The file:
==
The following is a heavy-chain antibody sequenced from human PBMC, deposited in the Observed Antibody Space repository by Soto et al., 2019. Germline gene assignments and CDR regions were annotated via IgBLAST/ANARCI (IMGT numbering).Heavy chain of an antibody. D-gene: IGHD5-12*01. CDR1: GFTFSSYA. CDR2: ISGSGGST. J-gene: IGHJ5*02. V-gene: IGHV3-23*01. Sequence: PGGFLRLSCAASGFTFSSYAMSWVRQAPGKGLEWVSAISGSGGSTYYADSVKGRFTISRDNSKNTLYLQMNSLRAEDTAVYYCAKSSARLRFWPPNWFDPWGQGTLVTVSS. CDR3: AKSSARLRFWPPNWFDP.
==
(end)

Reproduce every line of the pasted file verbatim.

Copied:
The following is a heavy-chain antibody sequenced from human PBMC, deposited in the Observed Antibody Space repository by Soto et al., 2019. Germline gene assignments and CDR regions were annotated via IgBLAST/ANARCI (IMGT numbering).Heavy chain of an antibody. D-gene: IGHD5-12*01. CDR1: GFTFSSYA. CDR2: ISGSGGST. J-gene: IGHJ5*02. V-gene: IGHV3-23*01. Sequence: PGGFLRLSCAASGFTFSSYAMSWVRQAPGKGLEWVSAISGSGGSTYYADSVKGRFTISRDNSKNTLYLQMNSLRAEDTAVYYCAKSSARLRFWPPNWFDPWGQGTLVTVSS. CDR3: AKSSARLRFWPPNWFDP.